Since in general terms it seems to be that the slightly lighter TTSX has recommended loads (whatever the powder used) slightly higher than the TSX: would I be right in thinking that I could safely use my N550 TSX load (41.4gr as it happens) as a safe starting point for loading the TTSX?

    My reasons for using the Barnes are two-fold:
    we are beginning to see some land-owners over here demanding lead-free,
    but also I am impressed that there is less meat damage/loss with the Barnes than my previous (Sako Gamehead) ammo, and less risk of that meat being lead contaminated.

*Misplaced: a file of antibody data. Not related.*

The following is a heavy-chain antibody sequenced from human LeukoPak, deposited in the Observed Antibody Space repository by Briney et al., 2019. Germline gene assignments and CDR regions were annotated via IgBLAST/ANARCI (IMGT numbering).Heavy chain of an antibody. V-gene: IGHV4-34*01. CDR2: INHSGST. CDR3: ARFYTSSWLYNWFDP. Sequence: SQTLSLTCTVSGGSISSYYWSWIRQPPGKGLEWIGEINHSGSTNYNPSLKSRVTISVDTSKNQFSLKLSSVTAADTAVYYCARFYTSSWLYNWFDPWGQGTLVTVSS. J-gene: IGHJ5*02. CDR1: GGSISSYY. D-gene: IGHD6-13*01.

Great forum chaps, thanks!

    alasdair.
     
  2. azsugarbear

    azsugarbear Well-Known Member

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    Welcome aboard. I shoot 243 as well and I have been wanting to try some V V 500 series powder with my 105 gr. bullets, but it seems hard to come by these days. As a general rule: given the same caliber, the lighter the bullet, the bigger the powder charge required to reach max pressure/velocity. So take the charge for your 85. gr. bullet and back off about 2.0 grains, then start working up to your max load. Max load for your 80 gr. bullet should be about .5 to 1.0 gr. higher than your 85 gr. bullet.
     

  3. alasdair

    alasdair Member

    Messages:
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    Jun 20, 2013
    Thanks azsugarbear,

    I appreciate your advice and respect your wisdom.
    But here's the problem:
    for .243 TSX 85 gr, Lapua case Lapua/Vv recommend starting load N550 39.5gr to maximum 42.0 gr. My best load to date seems to be 41.4 gr.